Tower area fisheries

Office address

Map of Tower work area

650 Highway 169
Tower, MN 55790-8304

Minnesota map showing Tower location

Anglers who fish in northern St Louis and northern Lake counties benefit from the management, habitat and oversight work of the Minnesota Department of Natural Resources' Tower area fisheries staff.

Area Fisheries Supervisor Edie Evarts and a staff of six full-time and additional part-time hatchery employees manage more than 900 fishing lakes and 2,200 miles of rivers and streams. These waters include many popular fishing lakes in the western region of the Boundary Waters Canoe Area WilLicense Dollars At Work campaign linkderness and Lake Vermilion – a premier walleye and muskellunge destination.

  • Area highlights
  • Fishing license increase
  • Notices & links
  • Area staff

At work for you

A Tower area fisheries specialist records data in the field for better fish management.

A Tower area fisheries specialist records data in the field for better fish management.

  • Managing Lake Vermilion, a 40,000-acre fishery.
  • Managing and stocking 25 stream trout lakes with one or more of the following species ? brook trout, rainbow trout, brown trout and splake.
  • Managing and protecting 33 deep, clear water lakes with lake trout populations, many in remote Boundary Waters Canoe Area Wilderness locations.
  • Collecting more than 100 million walleye eggs per year at the Pike River hatchery and spawn take.
  • Stocking walleye in 50 lakes with inadequate natural reproduction to support fisheries.
  • Rearing more than 2,500 Leech Lake strain muskellunge for stocking.

Facts about the fishing license fee increase

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Why Tower area fisheries needs a license fee increase

Virtually all the work of the Tower area fisheries staff is funded by money raised through fishing license sales. But reductions in buying power due to increasing costs for products, services and equipment have put this work and the recreational opportunities it creates at risk.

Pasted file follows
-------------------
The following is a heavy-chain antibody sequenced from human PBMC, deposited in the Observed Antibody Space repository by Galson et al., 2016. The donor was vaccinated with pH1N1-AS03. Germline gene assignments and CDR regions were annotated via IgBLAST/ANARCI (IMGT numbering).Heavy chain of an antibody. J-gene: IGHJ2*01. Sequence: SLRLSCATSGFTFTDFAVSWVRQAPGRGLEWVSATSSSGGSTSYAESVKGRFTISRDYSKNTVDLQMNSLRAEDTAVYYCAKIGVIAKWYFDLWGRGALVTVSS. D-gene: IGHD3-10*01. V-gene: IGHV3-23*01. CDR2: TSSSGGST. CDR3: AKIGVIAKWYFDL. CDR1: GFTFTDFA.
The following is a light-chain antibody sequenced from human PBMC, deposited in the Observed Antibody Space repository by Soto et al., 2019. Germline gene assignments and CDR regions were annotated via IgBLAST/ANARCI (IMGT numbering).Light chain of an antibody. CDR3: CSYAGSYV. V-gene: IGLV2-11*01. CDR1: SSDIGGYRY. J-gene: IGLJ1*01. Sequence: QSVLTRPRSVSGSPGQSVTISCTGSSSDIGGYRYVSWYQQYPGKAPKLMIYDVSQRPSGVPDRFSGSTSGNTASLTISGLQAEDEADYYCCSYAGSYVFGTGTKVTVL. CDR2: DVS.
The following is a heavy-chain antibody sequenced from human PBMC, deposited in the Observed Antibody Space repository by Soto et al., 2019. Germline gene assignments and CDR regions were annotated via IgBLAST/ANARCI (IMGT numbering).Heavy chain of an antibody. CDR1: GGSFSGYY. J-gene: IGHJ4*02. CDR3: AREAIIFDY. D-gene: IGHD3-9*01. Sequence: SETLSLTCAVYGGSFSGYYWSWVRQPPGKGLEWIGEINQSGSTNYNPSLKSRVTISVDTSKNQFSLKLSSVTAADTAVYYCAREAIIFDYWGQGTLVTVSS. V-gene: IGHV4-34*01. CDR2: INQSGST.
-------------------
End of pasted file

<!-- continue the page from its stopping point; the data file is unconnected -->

In response, the DNR is seeking a fishing license fee increase in the 2017 legislative session. The increase would raise the price of a resident annual fishing license from $22 to $25. Other fishing license types also would increase. The proposed increases should sustain existing fisheries operations until 2021.

The increase for an individual license – roughly the price of a scoop of minnows – may fill some existing vacancies but will not create any new positions. It will simply sustain existing programs and area office budgets, many of which already are reduced.

What happens with a fee increaseWhat happens without a fee increase

State lottery & legacy amendment dollars are off limits

Clean Water Land & Legacy Fund logo Enviornment and Natural Resources Trust Fund logo

State law prohibits tax dollars, including funds generated by the Minnesota Legacy Amendment and Minnesota State Lottery, from funding area fisheries offices and the core work they do. Fisheries management that creates world-class fishing here in Minnesota is a user-funded, user-benefit system.

General hunting and fishing license fees were last increased in 2012 at an amount designed to keep game and fish operations solvent for about six years. Prior to that, it had been 10 years since the last general fee increase. Periodic fee increases – one about every five years since 1970 – are how Minnesota funds routine fisheries management. Many fishing organizations traditionally have supported periodic fee increases because high-quality fishing is recreation worth paying for.

In November 2016, the Game and Fish Fund Budget Oversight Committee – a citizen group that monitors the DNR's fisheries, wildlife and enforcement revenues and expenditures – recommended that the Legislature increase fishing and hunting license fees during the 2017 legislative session.

The DNR's fisheries section has a long tradition of belt-tightening. Statewide, staff size is down about 13 percent from roughly a decade ago. Moreover, the section is holding an additional 24 vacancies, most of which will not be filled even with fee increase. This means it is common for field offices to have fewer employees and leaner budgets than they once did.

Notices, web links & area information

Contact our Tower staff

Edie Evarts Tower area fisheries supervisor 218-300-7803